The Citizen reports that Tanzania has no food for exports as famine looms large.
(emphasis mine) [my comment]
No more food exports as famine looms large
By Beatus Kagashe
With some 240,000 people in immediate need of relief food, and the situation [in Tanzania] becoming increasingly precarious, the Government yesterday ruled out the possibility of exporting any grains.
The ministry of Agriculture, Food Security and Cooperatives spokesperson, Mr Richard Kasuga, told The Citizen in an interview in Dar es Salaam that the country [Tanzania] did not have enough food for its own citizens' consumption and could, therefore, not bail out its equally needy neighbors.
He named the most vulnerable regions as Manyara, Coast, Tanga and Morogoro, where the Government would have to distribute food to the poor free of charge.
"We have no surplus food to sell out of the country. The food we have is reserved for Tanzanians who are also faced with hunger and starvation," said Mr Kasuga, noting that the Strategic Grain Reserve (SGR) had been badly strained.
Early this week, Kenya announced that it would have to import maize from its immediate neighbours, Tanzania and Uganda, to bridge a shortfall, which has left some 10 million of its people in danger of starvation.
Kenya's food production fell significantly last year following the post-election violence, in which more than 1,000 people were killed and hundreds of thousands driven from their farms in the country's grain basket of Rift Valley.
The country managed to produce only about 2.43 million tonnes of food during the last harvest season against its national consumption of 3.15 million tonnes.
Mr Kasuga said: "The more than 240,500 people countrywide are likely to be food insecure and they need more than 7,182 tonnes of food immediately."
More than 12,027 people among those facing food shortages, he added, needed 359 tonnes of relief food as they could not afford to buy food even at the prevailing low prices. Some 401 tonnes of cereals would also have to be distributed in those areas as seeds for the next planting season.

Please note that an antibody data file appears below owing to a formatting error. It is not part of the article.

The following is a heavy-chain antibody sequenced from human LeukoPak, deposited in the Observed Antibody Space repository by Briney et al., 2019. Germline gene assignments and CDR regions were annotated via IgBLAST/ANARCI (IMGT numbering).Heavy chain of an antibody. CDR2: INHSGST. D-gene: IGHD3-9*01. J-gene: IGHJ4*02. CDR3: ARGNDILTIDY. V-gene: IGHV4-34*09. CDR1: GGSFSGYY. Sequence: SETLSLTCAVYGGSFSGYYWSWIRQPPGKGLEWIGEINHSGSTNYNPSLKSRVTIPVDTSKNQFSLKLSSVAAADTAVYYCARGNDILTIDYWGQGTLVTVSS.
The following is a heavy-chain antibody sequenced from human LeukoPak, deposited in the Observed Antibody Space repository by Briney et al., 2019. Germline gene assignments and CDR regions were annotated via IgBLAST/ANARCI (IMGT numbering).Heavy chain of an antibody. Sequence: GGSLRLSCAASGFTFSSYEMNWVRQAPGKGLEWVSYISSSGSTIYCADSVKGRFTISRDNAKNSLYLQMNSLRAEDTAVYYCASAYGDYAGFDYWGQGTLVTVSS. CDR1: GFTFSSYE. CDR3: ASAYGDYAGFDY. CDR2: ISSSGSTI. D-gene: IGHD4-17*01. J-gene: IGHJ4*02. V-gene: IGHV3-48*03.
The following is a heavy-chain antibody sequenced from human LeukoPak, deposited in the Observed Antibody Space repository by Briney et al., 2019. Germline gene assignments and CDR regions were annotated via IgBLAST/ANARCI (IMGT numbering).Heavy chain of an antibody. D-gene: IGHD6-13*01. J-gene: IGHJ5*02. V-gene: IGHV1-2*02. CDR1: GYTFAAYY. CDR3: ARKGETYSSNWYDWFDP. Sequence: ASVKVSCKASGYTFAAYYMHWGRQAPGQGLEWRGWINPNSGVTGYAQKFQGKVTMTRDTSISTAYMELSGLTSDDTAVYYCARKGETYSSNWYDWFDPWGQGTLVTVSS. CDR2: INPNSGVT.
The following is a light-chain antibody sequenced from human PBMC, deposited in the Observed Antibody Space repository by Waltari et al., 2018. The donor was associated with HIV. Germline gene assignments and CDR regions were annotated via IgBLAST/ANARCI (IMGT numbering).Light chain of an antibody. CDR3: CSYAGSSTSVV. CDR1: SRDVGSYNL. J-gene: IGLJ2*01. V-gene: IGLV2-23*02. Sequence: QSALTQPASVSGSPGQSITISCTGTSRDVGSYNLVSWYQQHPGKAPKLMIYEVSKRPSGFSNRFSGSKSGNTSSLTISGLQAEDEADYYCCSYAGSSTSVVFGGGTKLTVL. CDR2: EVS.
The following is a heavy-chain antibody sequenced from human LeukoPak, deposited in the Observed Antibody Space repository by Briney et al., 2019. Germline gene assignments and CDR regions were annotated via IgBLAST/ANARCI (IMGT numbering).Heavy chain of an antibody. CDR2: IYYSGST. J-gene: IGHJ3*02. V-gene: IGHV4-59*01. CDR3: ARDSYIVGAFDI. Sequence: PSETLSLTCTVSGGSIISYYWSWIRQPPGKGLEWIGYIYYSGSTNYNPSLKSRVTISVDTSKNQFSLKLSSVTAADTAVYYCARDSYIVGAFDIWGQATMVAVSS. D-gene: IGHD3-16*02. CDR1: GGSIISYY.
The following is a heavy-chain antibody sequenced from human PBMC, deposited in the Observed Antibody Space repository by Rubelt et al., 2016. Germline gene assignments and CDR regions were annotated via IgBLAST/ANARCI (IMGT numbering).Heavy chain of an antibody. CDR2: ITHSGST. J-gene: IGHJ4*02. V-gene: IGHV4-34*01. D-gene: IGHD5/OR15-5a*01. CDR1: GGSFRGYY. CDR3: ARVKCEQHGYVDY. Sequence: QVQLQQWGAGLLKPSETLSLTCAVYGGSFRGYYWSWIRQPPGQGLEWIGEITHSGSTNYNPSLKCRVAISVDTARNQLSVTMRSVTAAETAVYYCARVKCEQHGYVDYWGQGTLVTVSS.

According to the National Food Reserve Agency (NFRA), up to last December, the country had some 129,253,379 tonnes of cereals set aside for emergency.
Security, Mr Kasuga said, had been intensified at the border posts to monitor and prevent the export of food.
"We have strengthened security at all the border posts. We have also stopped issuing permits for the sale of food out of the country until the situation normalises."
The ministry of Agriculture, the official said, had not received any requests from neighbouring countries intending to buy food from Tanzania.
"However, even if such an appeal is sent now, there is no way Tanzania can sell food. We are taking all the necessary steps to ensure that even individuals do not export any food."
"Food can only be exported if we are assured that we have enough stocks. We want to avoid a situation where we will be forced to buy food from abroad at exorbitant prices after exhausting our own stocks," he said.
The official appealed to farmers to reserve enough food for their own use and avoid being lured by middlemen "who will come to you with promises to buy the cereals at much higher prices".
The looming food insecurity was forecast in the Bank of Tanzania (BoT) Economic Review for December, which quoted the findings of research conducted by the Agriculture ministry' s Rapid Vulnerability Assessment (RVA) Department last September.
The BoT report noted that due to declining food reserves, wholesale prices of major food crops had continued to increase in November compared to the same period a year before.
According to the central bank, the NFRA had 122,209 tonnes of maize and sorghum in November, representing an increase of 6.8 per cent, from 114,464 tonnes held the previous month.
"However, on an annual basis, the stocks were 14.3 per cent lower than the 142,624 tonnes recorded in November 2007, due to low purchases caused by delayed disbursement of funds," the report says.
As a result, month-to-month food inflation increased to 3.1 per cent last November from one per cent in October.
The report pointed out that increases in prices were recorded in cereal products, cassava, potatoes, vegetables and meat.
"Similarly, the annual food inflation increased to 16.3 per cent in November 2008, from 14.6 per cent recorded in October 2008. The 12-month annual food inflation rate averaged 11.7 per cent in November 2008, which is higher than the rate of 7.1 per cent in the corresponding period the year before," report adds.
My reaction: Africa is facing food shortages and famine:
1) There are 240,000 people in need of immediate relief food in Tanzania.
2) Since Tanzania does not have enough food for its own citizens, it will not be able to bail out its equally needy neighbors.
3) Kenya needs to import food to bridge a shortfall and keep 10 million of its people from starvation
4) Tanzania has intensified security at the border posts to monitor and prevent the export of food.
5) The wholesale prices of major food crops has continued to rise in November due to declining food reserves, and the annual food inflation has increasing to 16.3 percent (up 3.1 percent from prior month).
Conclusion: Looks like 2009 is going to be a humanitarian disaster around much of the world…